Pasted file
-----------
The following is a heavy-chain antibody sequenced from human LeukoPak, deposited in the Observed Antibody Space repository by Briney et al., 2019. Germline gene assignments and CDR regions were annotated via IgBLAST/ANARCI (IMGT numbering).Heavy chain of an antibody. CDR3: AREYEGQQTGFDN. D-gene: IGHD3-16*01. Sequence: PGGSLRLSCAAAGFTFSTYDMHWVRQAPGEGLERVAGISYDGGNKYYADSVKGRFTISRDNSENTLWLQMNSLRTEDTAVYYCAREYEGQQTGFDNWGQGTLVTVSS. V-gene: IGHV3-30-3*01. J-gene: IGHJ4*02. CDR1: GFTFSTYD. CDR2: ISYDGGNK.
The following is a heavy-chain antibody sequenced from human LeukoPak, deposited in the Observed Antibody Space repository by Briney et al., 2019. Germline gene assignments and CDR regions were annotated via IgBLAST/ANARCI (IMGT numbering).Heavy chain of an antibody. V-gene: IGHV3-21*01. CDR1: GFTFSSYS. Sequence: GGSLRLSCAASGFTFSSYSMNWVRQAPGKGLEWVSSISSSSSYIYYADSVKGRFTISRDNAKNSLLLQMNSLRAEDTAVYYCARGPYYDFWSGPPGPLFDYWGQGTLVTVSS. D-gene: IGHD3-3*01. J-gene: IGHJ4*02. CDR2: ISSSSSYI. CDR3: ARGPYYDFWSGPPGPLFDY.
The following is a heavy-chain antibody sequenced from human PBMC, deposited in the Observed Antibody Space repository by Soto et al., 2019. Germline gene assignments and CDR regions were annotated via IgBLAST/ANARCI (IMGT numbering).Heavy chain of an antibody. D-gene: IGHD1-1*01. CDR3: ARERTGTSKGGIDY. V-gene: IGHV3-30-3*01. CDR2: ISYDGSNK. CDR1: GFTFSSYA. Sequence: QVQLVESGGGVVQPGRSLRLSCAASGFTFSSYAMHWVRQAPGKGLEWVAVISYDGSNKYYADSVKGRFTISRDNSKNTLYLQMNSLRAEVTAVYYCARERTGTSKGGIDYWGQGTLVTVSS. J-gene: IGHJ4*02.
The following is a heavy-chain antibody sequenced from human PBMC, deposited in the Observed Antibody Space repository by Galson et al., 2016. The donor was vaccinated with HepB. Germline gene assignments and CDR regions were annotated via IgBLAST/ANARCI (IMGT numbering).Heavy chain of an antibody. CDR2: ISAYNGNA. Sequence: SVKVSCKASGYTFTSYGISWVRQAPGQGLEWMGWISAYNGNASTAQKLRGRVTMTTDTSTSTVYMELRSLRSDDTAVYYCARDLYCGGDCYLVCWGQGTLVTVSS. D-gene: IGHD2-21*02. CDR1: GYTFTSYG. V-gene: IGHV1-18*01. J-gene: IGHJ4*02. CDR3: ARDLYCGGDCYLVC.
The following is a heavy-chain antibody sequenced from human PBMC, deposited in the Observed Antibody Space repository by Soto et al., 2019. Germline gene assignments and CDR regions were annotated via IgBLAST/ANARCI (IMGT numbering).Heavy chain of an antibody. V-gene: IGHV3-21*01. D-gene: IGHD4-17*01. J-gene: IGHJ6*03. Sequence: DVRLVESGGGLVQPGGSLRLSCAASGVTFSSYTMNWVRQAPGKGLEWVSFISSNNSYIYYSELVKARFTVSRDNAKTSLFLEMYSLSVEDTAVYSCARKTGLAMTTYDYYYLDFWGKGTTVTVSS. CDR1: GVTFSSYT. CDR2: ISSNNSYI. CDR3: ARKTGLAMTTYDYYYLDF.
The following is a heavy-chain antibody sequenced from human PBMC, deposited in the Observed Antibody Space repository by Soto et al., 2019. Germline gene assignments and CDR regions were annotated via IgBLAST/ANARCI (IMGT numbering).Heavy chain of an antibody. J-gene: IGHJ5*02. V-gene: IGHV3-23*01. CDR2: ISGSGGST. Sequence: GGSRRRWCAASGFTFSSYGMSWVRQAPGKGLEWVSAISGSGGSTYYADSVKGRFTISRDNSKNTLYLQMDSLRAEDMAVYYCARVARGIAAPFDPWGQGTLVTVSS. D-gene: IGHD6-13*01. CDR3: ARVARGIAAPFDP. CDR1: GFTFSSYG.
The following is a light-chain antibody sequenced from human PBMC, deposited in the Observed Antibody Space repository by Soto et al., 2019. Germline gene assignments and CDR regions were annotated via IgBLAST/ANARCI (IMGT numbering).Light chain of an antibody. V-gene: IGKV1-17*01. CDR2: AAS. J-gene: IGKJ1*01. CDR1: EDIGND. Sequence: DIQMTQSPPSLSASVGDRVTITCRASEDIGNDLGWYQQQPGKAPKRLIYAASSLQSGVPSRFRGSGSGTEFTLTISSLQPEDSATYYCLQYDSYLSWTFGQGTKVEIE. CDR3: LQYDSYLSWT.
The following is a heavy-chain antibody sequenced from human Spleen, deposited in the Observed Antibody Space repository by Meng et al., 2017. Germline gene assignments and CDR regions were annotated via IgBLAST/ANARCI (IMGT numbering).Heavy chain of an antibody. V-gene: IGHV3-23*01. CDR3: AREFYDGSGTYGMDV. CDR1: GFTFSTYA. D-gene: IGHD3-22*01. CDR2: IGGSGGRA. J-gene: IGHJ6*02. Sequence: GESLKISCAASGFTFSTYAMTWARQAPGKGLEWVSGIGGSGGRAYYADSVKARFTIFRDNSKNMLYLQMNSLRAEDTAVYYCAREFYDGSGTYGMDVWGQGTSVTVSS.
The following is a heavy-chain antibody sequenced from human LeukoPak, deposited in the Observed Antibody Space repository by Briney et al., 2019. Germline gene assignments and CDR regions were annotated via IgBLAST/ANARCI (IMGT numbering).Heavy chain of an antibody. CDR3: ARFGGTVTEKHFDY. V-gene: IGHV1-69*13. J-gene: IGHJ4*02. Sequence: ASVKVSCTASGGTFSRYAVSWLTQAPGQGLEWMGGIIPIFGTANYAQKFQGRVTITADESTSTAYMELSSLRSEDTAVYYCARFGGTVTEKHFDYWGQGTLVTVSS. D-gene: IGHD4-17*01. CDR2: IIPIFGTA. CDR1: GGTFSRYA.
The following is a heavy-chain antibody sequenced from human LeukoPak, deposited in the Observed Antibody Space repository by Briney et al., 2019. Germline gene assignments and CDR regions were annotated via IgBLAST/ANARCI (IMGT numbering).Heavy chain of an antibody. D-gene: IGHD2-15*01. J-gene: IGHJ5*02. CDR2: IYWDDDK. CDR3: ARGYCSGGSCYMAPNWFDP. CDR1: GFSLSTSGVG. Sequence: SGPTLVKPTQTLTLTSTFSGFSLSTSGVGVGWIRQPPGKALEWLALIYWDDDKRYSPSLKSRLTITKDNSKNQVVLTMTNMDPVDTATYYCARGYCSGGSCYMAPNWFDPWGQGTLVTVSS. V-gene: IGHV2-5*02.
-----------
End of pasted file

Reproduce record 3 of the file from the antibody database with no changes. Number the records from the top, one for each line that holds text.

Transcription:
The following is a heavy-chain antibody sequenced from human PBMC, deposited in the Observed Antibody Space repository by Soto et al., 2019. Germline gene assignments and CDR regions were annotated via IgBLAST/ANARCI (IMGT numbering).Heavy chain of an antibody. D-gene: IGHD1-1*01. CDR3: ARERTGTSKGGIDY. V-gene: IGHV3-30-3*01. CDR2: ISYDGSNK. CDR1: GFTFSSYA. Sequence: QVQLVESGGGVVQPGRSLRLSCAASGFTFSSYAMHWVRQAPGKGLEWVAVISYDGSNKYYADSVKGRFTISRDNSKNTLYLQMNSLRAEVTAVYYCARERTGTSKGGIDYWGQGTLVTVSS. J-gene: IGHJ4*02.